Impressions of Gutsy (Was: First impressions of dolphin)
grey at dmiyu.org
Wed Oct 10 00:22:02 UTC 2007
Derek Broughton wrote:
> Steve Lamb wrote:
[ snip ]
> Sure, you've killed hald-addon-storage, but all the memory that was being
> reported did not belong to that process. Some of it would have been shared
> with other parts of hald, so you've killed one thread and freed some
> storage, but not as much as you thought.
Granted. Still every bit helps.
> I wouldn't expect there to be, but cpufreq would get restarted next boot,
> unless you either found the switch (in either acpi or the hal .fdi files)
> or blacklisted the cpufreq driver module.
Which is why I am frustrated at the lack clear directions either inside
the interface (KDE) or on the hard drive on where to configure this
stuff. I've dug through /etc/hal, /usr/share/doc/hal/, man -k hal, and
there's not a whole lot on how to configure this stuff.
>> However unable to find where to
>> properly get rid of that and the lack of documentation in /usr/share/doc/
>> prompted me to drop KUbuntu on the laptop and reinstall Debian.
> And it was better on Debian? I'd be really surprised to find documentation
> in Debian that didn't exist in Ubuntu.
Well, there is a difference between Ubuntu and Debian in that Ubuntu is
built upon Debian and adds to it. It just seemed like most of the stuff
I was ripping out was put there to be a convenience for modern hardware.
Starting out on a distribution which is not adding so much might be
better for older hardware. I might have to rip stuff out but I'm
inclined to believe I'll be ripping out less.
There's also that and the fact that I have over a decade of Debian
experience on many machines under my belt. I moved to Ubuntu because of
my frustration of Debian not addressing modern hardware conveniently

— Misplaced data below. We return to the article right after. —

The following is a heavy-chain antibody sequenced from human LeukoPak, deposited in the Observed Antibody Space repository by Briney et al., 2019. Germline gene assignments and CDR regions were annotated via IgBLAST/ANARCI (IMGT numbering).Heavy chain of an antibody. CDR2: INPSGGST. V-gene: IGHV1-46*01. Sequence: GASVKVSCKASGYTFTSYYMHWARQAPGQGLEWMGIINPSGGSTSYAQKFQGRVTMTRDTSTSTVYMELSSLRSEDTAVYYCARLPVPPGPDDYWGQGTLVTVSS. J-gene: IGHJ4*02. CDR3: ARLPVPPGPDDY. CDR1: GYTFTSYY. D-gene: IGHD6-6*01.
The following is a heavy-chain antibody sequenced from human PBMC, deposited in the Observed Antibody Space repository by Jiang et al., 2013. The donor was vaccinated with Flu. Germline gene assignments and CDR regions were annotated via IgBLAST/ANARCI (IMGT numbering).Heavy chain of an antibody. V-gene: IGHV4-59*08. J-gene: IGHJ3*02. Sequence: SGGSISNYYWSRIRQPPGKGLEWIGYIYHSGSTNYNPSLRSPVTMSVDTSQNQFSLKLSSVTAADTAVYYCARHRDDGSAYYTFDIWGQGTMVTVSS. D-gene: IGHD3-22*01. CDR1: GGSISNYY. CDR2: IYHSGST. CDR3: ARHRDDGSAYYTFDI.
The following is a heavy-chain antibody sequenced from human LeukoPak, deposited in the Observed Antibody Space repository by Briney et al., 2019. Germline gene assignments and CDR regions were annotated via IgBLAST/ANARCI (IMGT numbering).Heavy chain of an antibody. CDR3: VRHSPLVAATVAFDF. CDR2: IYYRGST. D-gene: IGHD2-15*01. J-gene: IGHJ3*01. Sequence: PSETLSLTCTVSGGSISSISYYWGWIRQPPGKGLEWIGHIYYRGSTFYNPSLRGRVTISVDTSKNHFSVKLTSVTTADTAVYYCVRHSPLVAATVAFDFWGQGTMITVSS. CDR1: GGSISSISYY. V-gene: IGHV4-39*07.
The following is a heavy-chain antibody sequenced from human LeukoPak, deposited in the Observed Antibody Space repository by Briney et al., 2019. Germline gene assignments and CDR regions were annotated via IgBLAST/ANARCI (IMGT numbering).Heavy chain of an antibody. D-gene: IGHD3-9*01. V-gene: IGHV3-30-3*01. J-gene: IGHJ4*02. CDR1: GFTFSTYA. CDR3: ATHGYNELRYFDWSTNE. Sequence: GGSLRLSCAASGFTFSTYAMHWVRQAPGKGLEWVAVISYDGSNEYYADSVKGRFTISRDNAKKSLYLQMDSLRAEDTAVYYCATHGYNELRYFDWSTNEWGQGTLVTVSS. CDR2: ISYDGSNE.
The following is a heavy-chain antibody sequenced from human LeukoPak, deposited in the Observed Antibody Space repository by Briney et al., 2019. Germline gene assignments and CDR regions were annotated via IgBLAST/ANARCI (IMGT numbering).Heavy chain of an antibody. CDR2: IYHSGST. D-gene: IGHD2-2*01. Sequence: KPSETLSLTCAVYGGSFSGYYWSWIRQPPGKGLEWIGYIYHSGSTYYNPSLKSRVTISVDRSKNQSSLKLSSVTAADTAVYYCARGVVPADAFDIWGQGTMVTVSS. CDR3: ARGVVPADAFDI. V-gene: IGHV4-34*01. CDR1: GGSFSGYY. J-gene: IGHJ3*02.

enough. That is why my gaming box is still KUbuntu and most likely to
remain so. Of course it has a Gb of RAM so a few dozen|hundred K taken
up by daemon threads will not concern me as much as on a 256Mb machine
which I use for all my productivity work.
And truth be told the straw last night was the fact that I wanted to
give XFCE4 a whirl to see if dropping KDE would help more than my nickel
and dime stuff. Loaded xubuntu-desktop with aptitude, logged out, reset
KDM, set my session to XFCE, logged in and was instantly greeted with a
blank screen. xfce4-panel segfaults, rxvt which worked under KDE
segfaults under XFCE4, nothing that I tried to run worked, it all
segfaulted. I've never had something that bad happen under base Debian
when switching between KDE/XFCE4 so just decided to go back to stable
for a while and work my way back up. I've put off my work on this
laptop too long.
> You're tearing your hair out to very little effect - I'm convinced that
> except for the cpufreq problem, your system wouldn't be noticeably changed
> by the other issues.
You are most likely right. But at this point KUbuntu's off that system
for the time being. Don't get me wrong, I like KUbuntu on my game
machine. I am stoked that I've got EVE and WoW working under base wine
and all I had to do was install and go. That's exactly what I am
looking for on my game machine. So I'm not soured on KUbuntu as a
whole, just on my ancient laptop. Chances are if I get a modern laptop
I'll give KUbuntu another whirl on it and won't care about all of these
programs running as I'll have the space to not care.
Anyway, thank you for your input, it was very helpful and much
appreciated. That and I learned that I was mistaken about what a tool
was reporting to me. It's always good to be disabused of bad
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